Artists and Activists: Claiming Space on State Street

With State Street as their canvas, a multiracial cohort of artists commemorate black lives and demand change through hand-painted murals. Photos: Cailyn Schiltz, Lilada Gee, Goodman’s Jewelers, Sirena Flores, Cassie Pierce, Katherine Culbertson, used with permission.

Author: Cailyn Schiltz

On May 30th, a peaceful march to protest racism and police brutality turned into rioting where stores were looted and tear gas filled the streets. Artists transformed an apocalyptic scene of broken glass and plywood boards on State Street into a living gallery where new art appears every day. The artists are focused on not only creating something beautiful but sending the same profound message about the importance of black lives and racial justice that some audiences seem to be missing. 

“State Street has never looked so beautifully black,” said Lilada Gee, artist and lifetime Madison resident.

Painted storefronts now display black faces, quotes from black authors and celebrities, slogans calling for justice, and messages asking for peace and tenderness. The art draws crowds of locals and tourists to State Street to learn and reflect, but some artists feel concerned that their message is being lightened into a photo op.

Artists mentioned mixed responses to her artwork from passers-by, including proclamations that “all lives matter” and racial slurs peppered in among mostly positive feedback. Gee pointed out just how many people thanked her.

“What are you thanking me for? My narrative of protecting black girls or are you thanking us for painting these boards?” said Gee. “This is born out of my anger. I’m angry I even have to have the message to defend black girls and black lives mattering. I’m not doing this to make it more palatable for white people. This is about my hopes and dreams for my people.”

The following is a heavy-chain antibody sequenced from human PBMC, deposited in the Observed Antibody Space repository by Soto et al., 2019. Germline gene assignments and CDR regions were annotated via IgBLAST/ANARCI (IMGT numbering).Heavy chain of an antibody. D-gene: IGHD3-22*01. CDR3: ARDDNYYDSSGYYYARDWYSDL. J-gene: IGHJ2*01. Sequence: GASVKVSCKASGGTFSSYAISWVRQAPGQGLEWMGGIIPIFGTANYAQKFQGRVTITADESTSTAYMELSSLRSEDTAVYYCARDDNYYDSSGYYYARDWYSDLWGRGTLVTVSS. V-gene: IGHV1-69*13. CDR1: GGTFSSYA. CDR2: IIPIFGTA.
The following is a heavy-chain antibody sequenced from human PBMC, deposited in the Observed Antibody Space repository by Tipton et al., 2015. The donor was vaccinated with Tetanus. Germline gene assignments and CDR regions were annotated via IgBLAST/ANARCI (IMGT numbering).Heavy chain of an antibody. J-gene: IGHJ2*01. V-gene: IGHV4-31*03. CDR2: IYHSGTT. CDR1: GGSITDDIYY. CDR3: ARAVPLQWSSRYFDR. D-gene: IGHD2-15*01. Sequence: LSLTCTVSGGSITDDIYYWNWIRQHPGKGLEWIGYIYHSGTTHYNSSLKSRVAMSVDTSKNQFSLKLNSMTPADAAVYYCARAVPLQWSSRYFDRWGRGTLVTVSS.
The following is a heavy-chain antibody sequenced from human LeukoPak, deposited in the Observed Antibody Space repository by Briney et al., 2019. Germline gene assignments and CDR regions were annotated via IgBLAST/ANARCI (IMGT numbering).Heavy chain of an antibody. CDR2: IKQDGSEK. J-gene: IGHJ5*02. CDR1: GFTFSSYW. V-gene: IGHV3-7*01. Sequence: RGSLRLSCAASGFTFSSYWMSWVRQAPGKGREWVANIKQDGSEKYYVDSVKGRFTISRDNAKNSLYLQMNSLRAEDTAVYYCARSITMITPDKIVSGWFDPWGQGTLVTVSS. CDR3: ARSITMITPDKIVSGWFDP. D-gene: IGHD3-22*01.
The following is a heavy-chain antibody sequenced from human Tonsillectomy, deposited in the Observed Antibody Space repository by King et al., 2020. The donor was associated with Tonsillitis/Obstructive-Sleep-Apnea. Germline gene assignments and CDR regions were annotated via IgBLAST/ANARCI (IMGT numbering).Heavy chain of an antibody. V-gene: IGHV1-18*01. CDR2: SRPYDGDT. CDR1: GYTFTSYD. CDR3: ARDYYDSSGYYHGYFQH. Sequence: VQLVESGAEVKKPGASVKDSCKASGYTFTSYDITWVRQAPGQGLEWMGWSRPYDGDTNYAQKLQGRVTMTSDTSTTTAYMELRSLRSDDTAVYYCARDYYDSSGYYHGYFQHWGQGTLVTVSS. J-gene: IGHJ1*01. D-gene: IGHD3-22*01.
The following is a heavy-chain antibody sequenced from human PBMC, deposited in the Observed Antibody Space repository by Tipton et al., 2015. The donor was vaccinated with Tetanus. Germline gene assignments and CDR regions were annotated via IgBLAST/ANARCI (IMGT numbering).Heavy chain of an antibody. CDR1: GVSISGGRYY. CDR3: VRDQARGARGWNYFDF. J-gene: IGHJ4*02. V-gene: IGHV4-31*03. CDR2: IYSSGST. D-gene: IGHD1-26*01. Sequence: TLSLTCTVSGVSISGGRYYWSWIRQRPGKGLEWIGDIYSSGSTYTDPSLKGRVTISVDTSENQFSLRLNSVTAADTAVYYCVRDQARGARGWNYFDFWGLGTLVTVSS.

Other artists have shared the same concern about the art overshadowing the activism and comfort taking priority over justice. 

“These boards are here because windows were broken in an expression of anger. These boards were put up as a platform,” said artist and UW-Madison student Sirena Flores. “[The art] can be beautiful and powerful, but [it] can also pacify the issue. This is a healing process, but we have to acknowledge the anger.”

For some artists, creating is a part of that healing process. Cassie Pierce has been drawing and advocating for black women and girls her whole life. She used to be vocal about her opinions and activism on Facebook but after the 2016 election, turned to a less vocal form of activism: her artwork. 

Pierce painted a mural of Breonna Taylor, a 26-year-old emergency room technician who was killed in her Louisville home by police officers entering on a no-knock warrant. Pierce intended for her mural to highlight Taylor’s humanity and honor her life, but feels like the victims of police brutality and the Black Lives Matter movement as a whole are not getting the time they deserve. 

“I felt like I spent so much time working on personal pieces, especially Breonna’s piece. It’s sad because it feels like people cared a little and then moved on,” said Pierce. “Businesses just want their windows open, but at the same time, did it have to be so quick?”

Artists are not only racing against the clock to finish their pieces, they are also vying for space and permission to paint. The City of Madison commissioned artists and had to approve artwork before artists could start painting, according to artist Jera Martinez. 

Lilada Gee noticed that not everyone was respecting the reserved spaces or applying for permits to paint through businesses or the city. Gee confronted an artist, Katherine Culbertson, painting in a reserved space. According to Gee, Culbertson responded that she was not aware that she was painting in a reserved space, but claimed that she should continue because she had already started and the next artist could paint over it.

Gee pointed out that Culbertson would just be making more work for the artist of color who reserved the space, costing them time, money and resources. 

“White girls are the face of the art on State Street. White people will be the oppressor but they also have to see themselves as the saviors,” said Gee. 

In a June 6th Instagram post of her unfinished mural, Culbertson stated “[I] wish I could have finished so the message was clear and complete. No malintent.” 

Culbertson created multiple murals on State Street and the city has taken many of them down without an explanation or her knowledge. She assumed the city found her art too harshly anti-racist.

“Maybe I was asking questions that put them in a place to contemplate themselves,” said Culbertson. “I hope I got the right people uncomfortable.”